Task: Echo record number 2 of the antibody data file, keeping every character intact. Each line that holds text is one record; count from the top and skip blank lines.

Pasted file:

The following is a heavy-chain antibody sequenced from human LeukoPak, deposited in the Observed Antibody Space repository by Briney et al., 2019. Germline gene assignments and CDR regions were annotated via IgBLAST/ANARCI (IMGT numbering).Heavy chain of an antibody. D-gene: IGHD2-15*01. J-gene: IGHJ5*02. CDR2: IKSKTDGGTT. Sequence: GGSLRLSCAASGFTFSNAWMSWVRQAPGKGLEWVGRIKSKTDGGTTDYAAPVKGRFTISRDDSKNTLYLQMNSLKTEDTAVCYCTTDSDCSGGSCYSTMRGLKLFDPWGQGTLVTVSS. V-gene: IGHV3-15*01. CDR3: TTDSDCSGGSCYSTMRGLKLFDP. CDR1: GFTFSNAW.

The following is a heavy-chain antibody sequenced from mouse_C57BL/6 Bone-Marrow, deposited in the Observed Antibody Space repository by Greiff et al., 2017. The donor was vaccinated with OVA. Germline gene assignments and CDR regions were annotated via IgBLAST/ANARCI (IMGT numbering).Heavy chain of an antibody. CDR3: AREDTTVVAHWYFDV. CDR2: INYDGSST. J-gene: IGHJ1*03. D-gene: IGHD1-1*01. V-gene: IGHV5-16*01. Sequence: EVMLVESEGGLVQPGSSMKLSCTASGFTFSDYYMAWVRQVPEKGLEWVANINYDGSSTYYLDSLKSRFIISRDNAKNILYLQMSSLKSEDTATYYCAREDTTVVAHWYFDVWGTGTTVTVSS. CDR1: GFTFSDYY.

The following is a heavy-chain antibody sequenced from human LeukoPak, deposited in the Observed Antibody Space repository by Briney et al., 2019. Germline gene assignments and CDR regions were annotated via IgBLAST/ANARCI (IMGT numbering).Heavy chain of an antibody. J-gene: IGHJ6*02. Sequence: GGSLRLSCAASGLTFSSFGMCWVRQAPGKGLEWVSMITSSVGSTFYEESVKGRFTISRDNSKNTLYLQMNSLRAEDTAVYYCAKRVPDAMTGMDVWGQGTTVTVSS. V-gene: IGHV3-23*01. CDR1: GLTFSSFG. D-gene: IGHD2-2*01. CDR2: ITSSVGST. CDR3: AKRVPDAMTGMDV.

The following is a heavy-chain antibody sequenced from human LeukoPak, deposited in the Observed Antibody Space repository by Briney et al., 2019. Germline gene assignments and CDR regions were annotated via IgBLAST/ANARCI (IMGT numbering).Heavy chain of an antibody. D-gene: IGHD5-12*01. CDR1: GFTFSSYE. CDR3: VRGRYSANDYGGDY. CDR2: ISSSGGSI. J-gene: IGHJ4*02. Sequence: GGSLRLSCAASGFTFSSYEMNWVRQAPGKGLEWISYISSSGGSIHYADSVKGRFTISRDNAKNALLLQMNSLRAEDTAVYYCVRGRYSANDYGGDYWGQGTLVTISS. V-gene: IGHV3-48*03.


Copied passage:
The following is a heavy-chain antibody sequenced from mouse_C57BL/6 Bone-Marrow, deposited in the Observed Antibody Space repository by Greiff et al., 2017. The donor was vaccinated with OVA. Germline gene assignments and CDR regions were annotated via IgBLAST/ANARCI (IMGT numbering).Heavy chain of an antibody. CDR3: AREDTTVVAHWYFDV. CDR2: INYDGSST. J-gene: IGHJ1*03. D-gene: IGHD1-1*01. V-gene: IGHV5-16*01. Sequence: EVMLVESEGGLVQPGSSMKLSCTASGFTFSDYYMAWVRQVPEKGLEWVANINYDGSSTYYLDSLKSRFIISRDNAKNILYLQMSSLKSEDTATYYCAREDTTVVAHWYFDVWGTGTTVTVSS. CDR1: GFTFSDYY.